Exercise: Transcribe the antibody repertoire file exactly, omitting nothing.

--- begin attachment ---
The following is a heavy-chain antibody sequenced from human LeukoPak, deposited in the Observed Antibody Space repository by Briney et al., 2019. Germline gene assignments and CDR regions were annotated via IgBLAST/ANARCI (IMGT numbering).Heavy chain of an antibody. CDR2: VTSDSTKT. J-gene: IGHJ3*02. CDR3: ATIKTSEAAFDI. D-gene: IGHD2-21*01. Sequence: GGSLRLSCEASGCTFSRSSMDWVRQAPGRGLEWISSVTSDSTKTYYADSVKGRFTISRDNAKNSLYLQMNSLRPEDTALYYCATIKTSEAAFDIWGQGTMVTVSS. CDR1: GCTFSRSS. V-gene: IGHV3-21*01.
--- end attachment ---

The following is a heavy-chain antibody sequenced from human LeukoPak, deposited in the Observed Antibody Space repository by Briney et al., 2019. Germline gene assignments and CDR regions were annotated via IgBLAST/ANARCI (IMGT numbering).Heavy chain of an antibody. CDR2: VTSDSTKT. J-gene: IGHJ3*02. CDR3: ATIKTSEAAFDI. D-gene: IGHD2-21*01. Sequence: GGSLRLSCEASGCTFSRSSMDWVRQAPGRGLEWISSVTSDSTKTYYADSVKGRFTISRDNAKNSLYLQMNSLRPEDTALYYCATIKTSEAAFDIWGQGTMVTVSS. CDR1: GCTFSRSS. V-gene: IGHV3-21*01.